Security in the LXI Environment
LXI Connexions Magazine Article
LXI brings with it a host of advantages to the system integrator in developing a test system. It also brings with it new challenges which need to be considered when incorporating LXI devices into a new or existing test architecture. The very nature of LXI means that many systems may need to be connected to larger corporate networks for test results. In the case of remote monitoring, it may even need to be connected to the internet.
Obviously security of the instrument is of paramount importance, but what are the threats?
Broadly they can be defined into three distinct areas:
1) Data integrity. If you are performing time sensitive measurements, it could be possible for traffic on a connected LAN to interfere with transfers, slowing transmission and causing lost data.
2) Data security. It may be possible for data to leak to other parts of a network, exposing information that you may not wish to be publicly known.
3) Instrument security. Here there are two aspects to consider; Internal and External instrument security. Plugging an LXI device directly to the internet could be a dangerous proposition, allowing all and sundry to control or damage your equipment. Internal security would involve letting only a select few individuals manage or control LXI equipment.
If we expand each category in detail, it is possible to determine a number of ways in which to secure an LXI device to ensure it functions as expected.
When a new piece of computer equipment is purchased, in large organisations it usually falls to the IT department to configure and commission the device. They will take care of such things as assigning IP addresses, attaching asset tags and securing the device. As Test Equipment sports Ethernet connectivity more and more, it is necessary to involve the IT department to ensure that the device functions as expected and causes no problems with other portions of the corporate network. In the case of an isolated test system which may only feature a simple controller and several LXI boxes, it may be more practical to leave the system completely isolated from the corporate network on its own separate LAN. Sometimes it is necessary to connect such a test system into the corporate LAN to allow the transfer of test results. What problems could arise from this?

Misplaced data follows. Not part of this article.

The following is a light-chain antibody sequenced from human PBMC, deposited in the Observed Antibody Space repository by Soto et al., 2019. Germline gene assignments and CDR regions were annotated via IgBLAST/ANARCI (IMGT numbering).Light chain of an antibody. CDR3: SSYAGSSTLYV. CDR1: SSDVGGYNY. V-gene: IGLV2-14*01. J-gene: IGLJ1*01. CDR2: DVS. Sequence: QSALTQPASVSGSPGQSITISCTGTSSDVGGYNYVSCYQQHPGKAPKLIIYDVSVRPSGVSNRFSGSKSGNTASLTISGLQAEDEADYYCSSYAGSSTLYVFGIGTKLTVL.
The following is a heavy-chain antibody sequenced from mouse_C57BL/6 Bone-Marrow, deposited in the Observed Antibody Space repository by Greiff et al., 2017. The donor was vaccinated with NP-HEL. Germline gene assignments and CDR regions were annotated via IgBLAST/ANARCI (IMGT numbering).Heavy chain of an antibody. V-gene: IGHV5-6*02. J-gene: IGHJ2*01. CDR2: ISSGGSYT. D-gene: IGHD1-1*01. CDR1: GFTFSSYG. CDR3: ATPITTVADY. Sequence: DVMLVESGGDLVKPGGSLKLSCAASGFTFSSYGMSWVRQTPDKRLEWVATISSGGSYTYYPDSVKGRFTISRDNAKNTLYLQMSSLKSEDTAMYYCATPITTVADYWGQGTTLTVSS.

In a typical LAN environment there could be a whole host of devices sending out broadcast requests, DHCP acknowledgements and other configuration and status information. This information needs to be processed by a device to see if it should be actioned further, the majority of which it could safely ignore. All of these packets of information flowing around a network could potentially slow attached devices down, causing them to miss important events which could be problematic in the instance where a measurement needs to be taken periodically at a certain time. If the processor is busy filtering network packets from the network, it might miss this window rendering the test results useless.
Additionally, LAN connections can only transfer a set amount of information down a connection per second. The capacity of the LAN cable is called bandwidth. Common speeds of networks are 10 or 100 megabits per second. Gigabit speed networks, where the bandwidth is measured in thousands of bits per second, are more commonly used on servers or as links between switching hubs, as well as with high end desktop systems. If a large data set needs to be transferred at the same time as another device starts a transfer, there may not be enough time to complete the transaction before the next set of data needs to be transmitted. And although the bandwidth of a connection may be 100 megabits per second, in practical applications the bandwidth is usually much lower.
To ensure sufficient bandwidth, good network design and implementation can help to mitigate any problems. The first is to select the correct sort of hubs or switches. When networks first began appearing in the workplace, the device of choice to connect networked equipment was the hub or concentrator. This device is the logical equivalent of twisting network connections together. When one device begins talking, all of the other devices on the network can listen in. Special algorithms in the connected devices hardware are able to determine when it is safe for a device to begin talking and what action to take when two devices attempt to talk at once. When two devices attempt to talk at once a collision is said to have occurred. As a network increases in size, the potential for collisions increases substantially. These collisions lower available bandwidth and can cause network slowdowns.